A movie I saw recently referred to the experience of German Jews who survived concentration camps and came back to live in German cities. It never occurred to me before how uncomfortable, or even horrible, it would be to live as a Jew at that time, knowing what the other Germans had just done to you and your kin. The movie implied that non-Jewish Germans were also uncomfortable with the concentration camp survivors--many felt guilty, obviously, but it's human nature to avoid guilt by projecting it on the victim--hence they were not kind. I am interested in real-life details that give a sense of what it was like for both Jews and non-Jews in Germany post-WW II.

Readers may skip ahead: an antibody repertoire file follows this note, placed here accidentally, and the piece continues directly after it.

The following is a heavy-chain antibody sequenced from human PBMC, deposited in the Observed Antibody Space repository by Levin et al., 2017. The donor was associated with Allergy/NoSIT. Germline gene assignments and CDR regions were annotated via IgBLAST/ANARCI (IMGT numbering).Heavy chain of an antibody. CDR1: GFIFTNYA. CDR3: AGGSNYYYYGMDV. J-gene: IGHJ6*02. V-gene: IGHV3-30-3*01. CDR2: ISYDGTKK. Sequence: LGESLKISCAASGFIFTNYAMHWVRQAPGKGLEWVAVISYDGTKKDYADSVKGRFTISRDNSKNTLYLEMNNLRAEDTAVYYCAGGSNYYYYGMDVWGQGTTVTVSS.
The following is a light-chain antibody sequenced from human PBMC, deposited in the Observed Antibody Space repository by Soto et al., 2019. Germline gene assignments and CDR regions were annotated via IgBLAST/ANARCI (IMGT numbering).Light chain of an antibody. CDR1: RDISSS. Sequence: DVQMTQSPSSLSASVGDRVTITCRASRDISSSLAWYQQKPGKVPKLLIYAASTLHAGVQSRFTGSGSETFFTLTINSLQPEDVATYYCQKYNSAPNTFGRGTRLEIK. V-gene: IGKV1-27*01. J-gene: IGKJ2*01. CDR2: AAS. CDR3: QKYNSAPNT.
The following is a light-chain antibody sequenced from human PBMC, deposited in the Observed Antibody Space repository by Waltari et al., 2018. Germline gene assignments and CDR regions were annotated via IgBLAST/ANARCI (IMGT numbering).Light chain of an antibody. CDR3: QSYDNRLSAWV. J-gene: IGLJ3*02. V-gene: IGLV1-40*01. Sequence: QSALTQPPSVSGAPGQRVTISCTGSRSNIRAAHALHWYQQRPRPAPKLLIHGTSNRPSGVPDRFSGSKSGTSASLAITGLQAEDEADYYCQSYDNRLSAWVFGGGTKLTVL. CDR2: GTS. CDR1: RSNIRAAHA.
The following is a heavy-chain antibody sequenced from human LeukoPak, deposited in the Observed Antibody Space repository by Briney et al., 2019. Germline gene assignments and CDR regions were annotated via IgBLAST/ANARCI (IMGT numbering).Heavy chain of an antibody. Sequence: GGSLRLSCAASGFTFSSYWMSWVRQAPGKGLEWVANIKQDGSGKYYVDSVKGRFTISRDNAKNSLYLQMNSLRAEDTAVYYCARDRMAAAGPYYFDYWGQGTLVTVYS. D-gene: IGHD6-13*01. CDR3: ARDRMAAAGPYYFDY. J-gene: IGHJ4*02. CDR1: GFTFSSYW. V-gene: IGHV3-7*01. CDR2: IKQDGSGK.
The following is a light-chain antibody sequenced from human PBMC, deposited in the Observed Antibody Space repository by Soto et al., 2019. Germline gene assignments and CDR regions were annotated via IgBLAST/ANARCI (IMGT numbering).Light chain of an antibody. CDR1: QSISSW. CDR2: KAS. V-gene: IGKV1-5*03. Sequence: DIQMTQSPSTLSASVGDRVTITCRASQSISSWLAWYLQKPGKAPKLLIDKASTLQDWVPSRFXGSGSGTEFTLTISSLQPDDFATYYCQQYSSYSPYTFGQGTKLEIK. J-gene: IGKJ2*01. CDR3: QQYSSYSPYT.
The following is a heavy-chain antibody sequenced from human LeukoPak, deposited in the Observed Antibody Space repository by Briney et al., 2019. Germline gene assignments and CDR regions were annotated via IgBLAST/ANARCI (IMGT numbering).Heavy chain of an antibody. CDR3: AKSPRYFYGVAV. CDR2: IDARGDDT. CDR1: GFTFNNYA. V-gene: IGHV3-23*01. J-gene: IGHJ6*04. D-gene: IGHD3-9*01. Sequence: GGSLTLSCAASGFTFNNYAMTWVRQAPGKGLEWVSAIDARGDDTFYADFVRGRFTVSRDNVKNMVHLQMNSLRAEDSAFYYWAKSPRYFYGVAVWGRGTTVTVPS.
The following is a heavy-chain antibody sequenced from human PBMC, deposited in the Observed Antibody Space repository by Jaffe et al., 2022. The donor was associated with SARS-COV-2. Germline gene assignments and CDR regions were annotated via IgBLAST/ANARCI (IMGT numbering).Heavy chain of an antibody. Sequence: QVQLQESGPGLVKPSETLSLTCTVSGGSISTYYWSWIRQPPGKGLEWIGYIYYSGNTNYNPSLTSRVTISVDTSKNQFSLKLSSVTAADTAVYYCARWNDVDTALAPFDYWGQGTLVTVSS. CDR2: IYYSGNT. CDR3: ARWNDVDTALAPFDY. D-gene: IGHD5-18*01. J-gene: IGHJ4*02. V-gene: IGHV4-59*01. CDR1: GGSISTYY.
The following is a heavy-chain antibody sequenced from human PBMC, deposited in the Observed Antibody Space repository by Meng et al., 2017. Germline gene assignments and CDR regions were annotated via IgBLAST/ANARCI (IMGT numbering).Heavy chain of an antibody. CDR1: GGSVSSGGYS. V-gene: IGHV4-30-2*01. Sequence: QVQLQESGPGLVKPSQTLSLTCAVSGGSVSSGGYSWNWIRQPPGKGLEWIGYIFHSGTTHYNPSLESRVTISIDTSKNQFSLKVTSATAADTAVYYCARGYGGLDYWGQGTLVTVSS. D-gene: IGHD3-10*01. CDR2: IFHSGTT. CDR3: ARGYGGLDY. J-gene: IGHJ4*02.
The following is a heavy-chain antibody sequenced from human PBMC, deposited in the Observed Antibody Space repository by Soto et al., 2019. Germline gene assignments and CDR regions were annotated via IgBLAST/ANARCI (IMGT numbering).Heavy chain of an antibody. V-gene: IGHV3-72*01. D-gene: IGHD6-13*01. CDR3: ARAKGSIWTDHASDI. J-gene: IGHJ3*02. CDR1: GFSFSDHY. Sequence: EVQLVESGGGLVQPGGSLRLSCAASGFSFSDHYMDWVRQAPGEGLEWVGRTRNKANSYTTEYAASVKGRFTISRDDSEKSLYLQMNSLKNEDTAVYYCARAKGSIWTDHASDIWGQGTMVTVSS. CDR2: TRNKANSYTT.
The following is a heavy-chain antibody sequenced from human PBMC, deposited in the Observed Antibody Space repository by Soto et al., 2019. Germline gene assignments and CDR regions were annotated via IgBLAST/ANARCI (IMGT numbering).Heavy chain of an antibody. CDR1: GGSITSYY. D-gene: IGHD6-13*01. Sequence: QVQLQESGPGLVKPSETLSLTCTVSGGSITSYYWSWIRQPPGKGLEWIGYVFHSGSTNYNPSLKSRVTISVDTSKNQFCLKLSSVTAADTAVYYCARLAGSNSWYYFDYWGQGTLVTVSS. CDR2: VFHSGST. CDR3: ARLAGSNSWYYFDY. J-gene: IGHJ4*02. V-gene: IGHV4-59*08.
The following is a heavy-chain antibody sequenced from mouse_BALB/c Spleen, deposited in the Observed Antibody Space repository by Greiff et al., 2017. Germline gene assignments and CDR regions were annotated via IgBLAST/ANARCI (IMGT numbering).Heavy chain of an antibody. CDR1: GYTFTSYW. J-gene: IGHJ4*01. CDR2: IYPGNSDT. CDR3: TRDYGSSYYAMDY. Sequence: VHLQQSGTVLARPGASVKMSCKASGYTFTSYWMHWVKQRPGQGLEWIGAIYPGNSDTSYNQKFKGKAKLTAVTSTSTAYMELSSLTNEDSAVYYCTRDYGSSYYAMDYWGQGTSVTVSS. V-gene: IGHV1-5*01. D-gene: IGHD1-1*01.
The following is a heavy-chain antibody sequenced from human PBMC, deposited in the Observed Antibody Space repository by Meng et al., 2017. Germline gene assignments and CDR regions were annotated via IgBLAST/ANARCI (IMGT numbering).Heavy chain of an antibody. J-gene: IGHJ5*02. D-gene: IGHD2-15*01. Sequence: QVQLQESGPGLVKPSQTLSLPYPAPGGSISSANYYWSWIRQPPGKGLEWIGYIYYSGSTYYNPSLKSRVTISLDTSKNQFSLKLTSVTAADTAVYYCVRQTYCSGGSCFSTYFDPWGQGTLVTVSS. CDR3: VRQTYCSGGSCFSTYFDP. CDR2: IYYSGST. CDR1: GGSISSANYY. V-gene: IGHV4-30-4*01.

Do we know what they said to each other on the street, in posted signs, in publications? Were there any non-Jews who could reach out in a healing way (and not just suffocate in guilt or a hard heart)? Any German organizations with a stated goal of healing the wounds and ending antisemitism? What fraction of Jews committed to staying, and what fraction left the country (for Israel or elsewhere)?